Anyone who has ever read Dostoyevsky’s Crime and Punishment has undoubtedly developed a greater understanding of at least one (in this instance fictional) perpetrator of the greatest crime – murder.
Rodion Romanovitch Raskolnikov, arguably Dostoyevsky’s most famous character, is a desolate student living in St Petersburg. His nihilistic distaste for humanity and a belief that he belongs to a different kind (he thinks of himself as an extraordinary man who can transgress moral laws), leads him to -- in his eyes justifiably -- murder a hated pawn-broker.
He is, however, not able to live with his internal conflict and spends the majority of the novel in a psychosomatic cycle of fever and paranoia, which eventually drives him to confess. Raskolnikov never doubts that the murder of the old woman benefited humanity, and his eventual repentance has nothing to do with the crime he had committed, but with the resolution of his alienation from the rest of humanity through his love for the pious prostitute Sonya. In Siberia, he starts his rehabilitation.
I have never forgiven Dostoyevsky for not letting us know what the rehabilitated Raskolnikov was like. Not because I wanted to know weather the old master thought rehabilitation possible, but because, throughout the book, I hoped Raskolnikov was going to avoid falling into the hands of the all-knowing investigator and keep roasting in his own guilt. His agony was enough of a punishment, I thought. And I felt great empathy for his human condition.
Had Dostoyevsky put Raskolnikov to death, I would have been an unhappy reader. Not because I particularly liked Raskolnikov – I didn’t. But because his death would have closed the cycle of evil and general pessimism about the human nature on which the book was premised. The closing of the said cycle (evil breads evil, tragedy breads more tragedy, death results in more death … and there is no reformation, redemption or rehabilitation) is one of the key reasons I don’t like the idea of the death penalty. Even in literature.
The European Union this week marked its first official Day against the death penalty. Its stance is based on the premise that the death penalty itself represents a violation of basic human rights, specifically of the right of all human beings to live. All 27 EU members have signed and ratified Protocol No 6 against the death penalty in peacetime, unconditionally abolishing the practice. The Europeans have further argued that the death penalty doesn’t deter crime and allows for terrible miscarriages of justice.
Two weeks ago, news agencies around the globe reported that five men were executed in Iran for raping and robbing 13 women. Those present at the public execution of the three of the five perpetrators seem to have overwhelmingly supported the punishment.
Around the same time, the UN War Crime Tribunal for the Former Yugoslavia (ICTY) sentenced former Yugoslav Army colonel Mile Mrksic to 20 years in prison for his role in the torture and massacre of some three hundred residents of Vukovar, who sought refuge in the Vukovar hospital during the Croatian war in 1991. A second, lower ranking officer, was given 5 years, and the third officer indicted on the same matter was freed. They cannot be given the death penalty. The verdict caused outrage in Croatia where popular sentiment was followed by the country’s political leaders who announced an official protest. The question the victim’s families want answered is whose right to life and whose right to justice takes precedence.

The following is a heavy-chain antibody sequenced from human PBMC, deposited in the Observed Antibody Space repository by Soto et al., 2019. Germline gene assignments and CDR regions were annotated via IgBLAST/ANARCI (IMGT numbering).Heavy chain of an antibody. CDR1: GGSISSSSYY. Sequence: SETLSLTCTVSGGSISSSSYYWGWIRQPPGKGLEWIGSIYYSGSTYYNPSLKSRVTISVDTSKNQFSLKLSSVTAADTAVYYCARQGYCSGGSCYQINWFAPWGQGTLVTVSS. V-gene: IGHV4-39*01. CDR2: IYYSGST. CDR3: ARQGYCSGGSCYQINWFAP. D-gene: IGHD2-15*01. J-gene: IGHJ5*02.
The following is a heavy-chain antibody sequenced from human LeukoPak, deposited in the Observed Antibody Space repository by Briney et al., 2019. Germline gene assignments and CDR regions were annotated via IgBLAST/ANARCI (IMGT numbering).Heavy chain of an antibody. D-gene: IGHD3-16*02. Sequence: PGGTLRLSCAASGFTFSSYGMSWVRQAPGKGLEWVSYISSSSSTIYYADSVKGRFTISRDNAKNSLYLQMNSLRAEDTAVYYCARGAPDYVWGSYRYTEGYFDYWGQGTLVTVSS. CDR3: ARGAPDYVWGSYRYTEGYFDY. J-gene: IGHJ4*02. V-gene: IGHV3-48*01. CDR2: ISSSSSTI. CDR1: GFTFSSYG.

In the case of the EU, it is the right of the perpetrator of the crime (whatever crime that may be). In the case of Iran, it is the right of the victim of the crime (whatever crime that may be). (I acknowledge that the statement made here does not take into account weather the hangings in Iran have the rights of the victim or deterring further crime as their primary objective).
And then, there is our own debate about the three Bali bombers sentenced to death for their part in the blast that killed 202 people, including 88 Australians. Is the question of supporting or not supporting the death penalty for them the question of philosophical orientation (the death penalty does not leave any space for the perpetrator to repent and reform, and it doesn’t respect the human rights of the perpetrator), or is it the question of Biblical justice (eye for an eye)? Is it the question of whose rights take precedence – those of the victims or those of the perpetrator? And can a concept of humanism also involve and satisfy equal rights for all – in this case, both the victim and the perpetrator of a crime?
Personally, I cannot but believe that repentance and reformation are possible. Without it, it would be hard to even contemplate life in the human community/society of any kind. However, I also believe that the victims of crimes don't "waive" their rights to life or justice just because they have, in some tragic set of circumstances, become the unfortunate victims of crimes.
But I also believe that by killing the perpetrators, we “relativise” their crimes, allowing the cycle to repeat itself. The problem is how not to relativise the right of the victims (or, more specifically and most often of those who are left behind) to justice as well, especially when mediating and administering justice involves different social codes and beliefs (as is the case in international affairs).
I would like to hear your thoughts.
* Death has no appeal is the title of one of the EU anti-death penalty campaigns